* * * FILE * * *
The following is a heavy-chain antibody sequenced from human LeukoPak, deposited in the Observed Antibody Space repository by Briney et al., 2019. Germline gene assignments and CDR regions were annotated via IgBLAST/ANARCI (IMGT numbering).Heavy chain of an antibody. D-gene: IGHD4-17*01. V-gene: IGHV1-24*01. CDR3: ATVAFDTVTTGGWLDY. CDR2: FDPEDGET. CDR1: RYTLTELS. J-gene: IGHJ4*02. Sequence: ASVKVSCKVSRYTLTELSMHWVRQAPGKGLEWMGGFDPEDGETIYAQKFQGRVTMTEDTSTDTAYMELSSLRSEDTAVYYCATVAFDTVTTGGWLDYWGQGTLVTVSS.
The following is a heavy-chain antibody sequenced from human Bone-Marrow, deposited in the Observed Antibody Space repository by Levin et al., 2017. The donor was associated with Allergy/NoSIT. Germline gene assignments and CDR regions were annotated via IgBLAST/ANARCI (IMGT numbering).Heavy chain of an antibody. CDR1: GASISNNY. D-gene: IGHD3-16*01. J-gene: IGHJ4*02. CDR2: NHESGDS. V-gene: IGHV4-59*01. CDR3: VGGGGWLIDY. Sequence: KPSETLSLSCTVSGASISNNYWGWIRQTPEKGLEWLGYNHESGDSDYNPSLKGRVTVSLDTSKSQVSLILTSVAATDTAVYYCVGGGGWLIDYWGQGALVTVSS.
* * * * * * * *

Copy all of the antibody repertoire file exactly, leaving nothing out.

The following is a heavy-chain antibody sequenced from human LeukoPak, deposited in the Observed Antibody Space repository by Briney et al., 2019. Germline gene assignments and CDR regions were annotated via IgBLAST/ANARCI (IMGT numbering).Heavy chain of an antibody. D-gene: IGHD4-17*01. V-gene: IGHV1-24*01. CDR3: ATVAFDTVTTGGWLDY. CDR2: FDPEDGET. CDR1: RYTLTELS. J-gene: IGHJ4*02. Sequence: ASVKVSCKVSRYTLTELSMHWVRQAPGKGLEWMGGFDPEDGETIYAQKFQGRVTMTEDTSTDTAYMELSSLRSEDTAVYYCATVAFDTVTTGGWLDYWGQGTLVTVSS.
The following is a heavy-chain antibody sequenced from human Bone-Marrow, deposited in the Observed Antibody Space repository by Levin et al., 2017. The donor was associated with Allergy/NoSIT. Germline gene assignments and CDR regions were annotated via IgBLAST/ANARCI (IMGT numbering).Heavy chain of an antibody. CDR1: GASISNNY. D-gene: IGHD3-16*01. J-gene: IGHJ4*02. CDR2: NHESGDS. V-gene: IGHV4-59*01. CDR3: VGGGGWLIDY. Sequence: KPSETLSLSCTVSGASISNNYWGWIRQTPEKGLEWLGYNHESGDSDYNPSLKGRVTVSLDTSKSQVSLILTSVAATDTAVYYCVGGGGWLIDYWGQGALVTVSS.